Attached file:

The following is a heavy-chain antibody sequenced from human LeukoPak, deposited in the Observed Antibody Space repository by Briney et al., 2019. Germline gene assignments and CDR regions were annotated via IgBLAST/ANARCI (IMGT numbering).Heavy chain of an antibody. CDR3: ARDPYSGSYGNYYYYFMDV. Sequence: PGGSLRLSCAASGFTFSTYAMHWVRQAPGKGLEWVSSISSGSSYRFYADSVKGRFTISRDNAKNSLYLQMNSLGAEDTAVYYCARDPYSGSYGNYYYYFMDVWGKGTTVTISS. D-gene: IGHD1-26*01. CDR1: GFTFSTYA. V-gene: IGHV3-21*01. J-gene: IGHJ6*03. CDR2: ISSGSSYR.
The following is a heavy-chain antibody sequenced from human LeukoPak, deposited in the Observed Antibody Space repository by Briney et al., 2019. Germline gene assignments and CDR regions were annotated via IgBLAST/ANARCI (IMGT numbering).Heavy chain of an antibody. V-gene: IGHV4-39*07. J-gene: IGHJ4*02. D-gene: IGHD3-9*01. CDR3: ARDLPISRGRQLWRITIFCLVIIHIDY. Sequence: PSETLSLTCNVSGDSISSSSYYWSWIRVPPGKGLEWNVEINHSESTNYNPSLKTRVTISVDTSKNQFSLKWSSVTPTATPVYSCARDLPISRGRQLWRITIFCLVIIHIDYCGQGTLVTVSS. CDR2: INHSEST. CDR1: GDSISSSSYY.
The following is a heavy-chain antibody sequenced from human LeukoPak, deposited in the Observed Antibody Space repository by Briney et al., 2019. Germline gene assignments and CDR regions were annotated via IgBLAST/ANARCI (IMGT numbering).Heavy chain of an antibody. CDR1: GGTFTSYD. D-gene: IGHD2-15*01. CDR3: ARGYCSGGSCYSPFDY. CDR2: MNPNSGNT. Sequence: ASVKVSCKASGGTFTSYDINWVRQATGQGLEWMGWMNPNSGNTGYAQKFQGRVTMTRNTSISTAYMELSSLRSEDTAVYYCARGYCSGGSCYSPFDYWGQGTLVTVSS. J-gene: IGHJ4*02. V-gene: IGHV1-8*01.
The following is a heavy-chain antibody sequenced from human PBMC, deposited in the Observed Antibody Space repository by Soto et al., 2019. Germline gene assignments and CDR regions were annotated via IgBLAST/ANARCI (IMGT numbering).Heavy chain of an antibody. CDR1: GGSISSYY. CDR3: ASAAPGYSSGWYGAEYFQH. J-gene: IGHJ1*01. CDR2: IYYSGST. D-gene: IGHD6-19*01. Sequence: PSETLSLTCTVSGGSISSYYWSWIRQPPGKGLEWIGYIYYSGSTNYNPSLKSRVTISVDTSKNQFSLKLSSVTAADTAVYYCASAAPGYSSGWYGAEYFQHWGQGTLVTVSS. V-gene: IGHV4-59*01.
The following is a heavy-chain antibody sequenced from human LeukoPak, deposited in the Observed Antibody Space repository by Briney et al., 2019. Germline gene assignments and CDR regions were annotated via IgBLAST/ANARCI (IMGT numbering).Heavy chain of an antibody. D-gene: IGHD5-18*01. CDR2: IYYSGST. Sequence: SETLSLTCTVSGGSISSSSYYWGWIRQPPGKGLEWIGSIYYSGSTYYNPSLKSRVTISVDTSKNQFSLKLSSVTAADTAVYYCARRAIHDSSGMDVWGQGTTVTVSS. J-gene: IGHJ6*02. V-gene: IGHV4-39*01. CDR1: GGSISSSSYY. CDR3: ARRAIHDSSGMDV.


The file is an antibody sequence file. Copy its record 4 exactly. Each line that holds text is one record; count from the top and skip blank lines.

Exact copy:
The following is a heavy-chain antibody sequenced from human PBMC, deposited in the Observed Antibody Space repository by Soto et al., 2019. Germline gene assignments and CDR regions were annotated via IgBLAST/ANARCI (IMGT numbering).Heavy chain of an antibody. CDR1: GGSISSYY. CDR3: ASAAPGYSSGWYGAEYFQH. J-gene: IGHJ1*01. CDR2: IYYSGST. D-gene: IGHD6-19*01. Sequence: PSETLSLTCTVSGGSISSYYWSWIRQPPGKGLEWIGYIYYSGSTNYNPSLKSRVTISVDTSKNQFSLKLSSVTAADTAVYYCASAAPGYSSGWYGAEYFQHWGQGTLVTVSS. V-gene: IGHV4-59*01.